There are plenty of good reasons to extend your existing property in London, rather than move. Transferring from a typical £2m to £3m property would incur additional legal, agency and Stamp Duty costs in the region of £320,000. This money could alternatively be invested in your current home and would very likely enjoy an instant premium as soon as the building work is complete.
With lateral and loft space practically saturated and often subject to planning constraints, it’s not surprising that Londoners have been creating basements in order to obtain valuable extra square footage. Even this has now come under scrutiny from Planning and Conservation departments, leading to a secondary trend – the joint planning application between neighbours.
Beyond conventional limitations.
According to architect Alex Tart, “In order to look beyond the conventional limitations imposed on household extensions, we have increasingly encouraged our clients and potential purchasers to consult with their neighbours on possible joint applications.”
In particular, this process can eliminate typical challenges associated with building extensions on restricted sites in built-up areas, namely the loss of light to neighbouring properties. When adjoining properties apply simultaneously for extensions alongside one another, such problems can be eliminated and can instead offer mutual benefits to the owners.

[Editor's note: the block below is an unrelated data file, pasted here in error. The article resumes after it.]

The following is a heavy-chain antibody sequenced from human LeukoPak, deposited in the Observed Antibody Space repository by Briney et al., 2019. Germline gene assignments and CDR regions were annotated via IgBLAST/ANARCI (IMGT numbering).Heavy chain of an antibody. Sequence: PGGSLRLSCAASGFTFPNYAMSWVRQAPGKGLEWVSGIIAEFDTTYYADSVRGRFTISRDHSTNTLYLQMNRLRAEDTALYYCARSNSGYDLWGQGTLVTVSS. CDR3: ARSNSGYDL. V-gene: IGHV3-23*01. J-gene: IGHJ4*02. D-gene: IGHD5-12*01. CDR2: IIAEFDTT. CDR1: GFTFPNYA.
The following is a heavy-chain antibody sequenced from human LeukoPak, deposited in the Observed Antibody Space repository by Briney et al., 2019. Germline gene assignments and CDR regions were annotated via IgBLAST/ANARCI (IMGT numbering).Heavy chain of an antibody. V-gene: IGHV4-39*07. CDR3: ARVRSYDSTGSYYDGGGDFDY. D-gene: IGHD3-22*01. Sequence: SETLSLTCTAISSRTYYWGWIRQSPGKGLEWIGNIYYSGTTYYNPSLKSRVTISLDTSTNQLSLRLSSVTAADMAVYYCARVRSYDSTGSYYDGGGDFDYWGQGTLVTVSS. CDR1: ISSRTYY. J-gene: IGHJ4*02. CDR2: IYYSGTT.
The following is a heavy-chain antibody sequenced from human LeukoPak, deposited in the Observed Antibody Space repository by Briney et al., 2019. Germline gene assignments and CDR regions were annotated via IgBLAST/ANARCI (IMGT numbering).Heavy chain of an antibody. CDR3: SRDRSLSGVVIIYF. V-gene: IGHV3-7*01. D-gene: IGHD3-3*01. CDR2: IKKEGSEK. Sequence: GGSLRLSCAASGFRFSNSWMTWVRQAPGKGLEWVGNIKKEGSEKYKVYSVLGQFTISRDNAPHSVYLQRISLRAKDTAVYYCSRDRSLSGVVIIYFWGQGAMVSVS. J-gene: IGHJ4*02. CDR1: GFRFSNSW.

Advantage of joint applications.
There are plenty of precedents now for joint applications which have succeeded where single applications would almost certainly have been refused or subjected to restrictions which would have impinged on the cost/benefit equation.
From an architectural perspective this enables property-owners to develop impressive schemes which stand out from the norm, and add hugely to their quality of life. On the investment side, these projects can often offer a greater return. They can often be completed more economically and with less overall disruption, in particular if the work is carried out at the same time and potentially even by the same contractor.
Thanks: Alex Tart Architects.
Advice papers. Middleton Advice is a series of top-level answers to questions that are often raised over the course of our client relationships. It’s important to note that you should not proceed with any investment decision on the basis of the advice contained in these papers without further consultation with Middleton or other professional advisors. Information accurate at publication date of October 2015.
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